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Newcastle upon Tyne, United Kingdom

Gennery A.R.,Newcastle General Hospital
Advances in Experimental Medicine and Biology | Year: 2010

Abstract Several DNA repair pathways have evolved to recognise and repair DNA damaged by exogenous and endogenous agents, in order to maintain genomic integrity. Defects in these pathways can lead to replication errors, loss or rearrangement of genomic material, mutation or cancer and eventual death. The creation of many diverse lymphocyte receptors to identify potential pathogens has evolved by breaking and randomly resorting the gene segments coding for antigen receptors. Subsequent steps utilise the ubiquitous repair proteins. Individuals with defective repair pathways are increasingly recognised with immunodeficiency, many of whom exhibit radiosensitivity. Our understanding of the role of repair proteins in the development of adaptive immunity by VDJ recombination, antibody isotype class switching and affinity maturation by somatic hyper-mutation has made significant progress over the last few years, partly by the identification of new genes involved in human disease. We describe the mechanisms involved in the development of adaptive immunity relating to DNA repair and describe the clinical consequences and treatment developments of primary immunodeficiency resulting from such defects. © 2010 Landes Bioscience and Springer Science+Business Media.

Mitchell P.,Newcastle General Hospital
British Journal of Neurosurgery | Year: 2010

In science, when a prevailing model does not fit reality the model is changed to fit better. The process is often accompanied by noisy attempts from some quarters to change reality to fit the model. So it is with randomised trials in surgery, the letter of Helmy et al.1 being an example. The randomised model used in drug trials does not fit surgery well for several well-rehearsed reasons2, a significant point of poor fit being the question of equipoise. © 2010 The Neurosurgical Foundation.

Jaiser S.R.,Newcastle General Hospital | Winston G.P.,National Hospital for Neurology and Neurosurgery
Journal of Neurology | Year: 2010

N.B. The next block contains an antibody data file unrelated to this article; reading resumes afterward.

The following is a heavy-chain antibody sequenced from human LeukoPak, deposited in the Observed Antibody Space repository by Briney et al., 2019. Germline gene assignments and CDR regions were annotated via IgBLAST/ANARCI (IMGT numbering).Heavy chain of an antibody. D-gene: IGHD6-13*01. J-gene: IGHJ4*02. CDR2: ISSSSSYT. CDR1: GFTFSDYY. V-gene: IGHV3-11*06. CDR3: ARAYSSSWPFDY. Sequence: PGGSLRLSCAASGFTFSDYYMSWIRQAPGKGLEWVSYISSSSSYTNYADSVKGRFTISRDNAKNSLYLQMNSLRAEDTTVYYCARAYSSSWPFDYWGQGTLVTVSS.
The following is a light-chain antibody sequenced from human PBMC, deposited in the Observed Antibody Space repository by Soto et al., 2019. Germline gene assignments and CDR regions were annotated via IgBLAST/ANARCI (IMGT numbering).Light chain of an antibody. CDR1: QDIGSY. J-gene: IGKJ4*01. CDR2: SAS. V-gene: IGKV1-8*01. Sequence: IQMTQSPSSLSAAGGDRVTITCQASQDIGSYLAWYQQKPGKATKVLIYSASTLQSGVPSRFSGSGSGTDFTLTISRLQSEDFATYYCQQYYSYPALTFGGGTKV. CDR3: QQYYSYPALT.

Acquired copper deficiency has been recognised as a rare cause of anaemia and neutropenia for over half a century. Copper deficiency myelopathy (CDM) was only described within the last decade, and represents a treatable cause of non-compressive myelopathy which closely mimics subacute combined degeneration due to vitamin B12 deficiency. Here, 55 case reports from the literature are reviewed regarding their demographics, aetiology, haematological and biochemical parameters, spinal imaging, treatment and outcome. The pathophysiology of disorders of copper metabolism is discussed. CDM most frequently presented in the fifth and sixth decades and was more common in women (F:M = 3.6:1). Risk factors included previous upper gastrointestinal surgery, zinc overload and malabsorption syndromes, all of which impair copper absorption in the upper gastrointestinal tract. No aetiology was established in 20% of cases. High zinc levels were detected in some cases not considered to have primary zinc overload, and in this situation the contribution of zinc to the copper deficiency state remained unclear. Cytopenias were found in 78%, particularly anaemia, and a myelodysplastic syndrome may have been falsely diagnosed in the past. Spinal MRI was abnormal in 47% and usually showed high T2 signal in the posterior cervical and thoracic cord. In a clinically compatible case, CDM may be suggested by the presence of one or more risk factors and/or cytopenias. Low serum copper and caeruloplasmin levels confirmed the diagnosis and, in contrast to Wilson's disease, urinary copper levels were typically low. Treatment comprised copper supplementation and modification of any risk factors, and led to haematological normalisation and neurological improvement or stabilisation. Since any neurological recovery was partial and case numbers of CDM will continue to rise with the growing use of bariatric gastrointestinal surgery, clinical vigilance will remain the key to minimising neurological sequelae. Recommendations for treatment and prevention are made. © 2010 Springer-Verlag.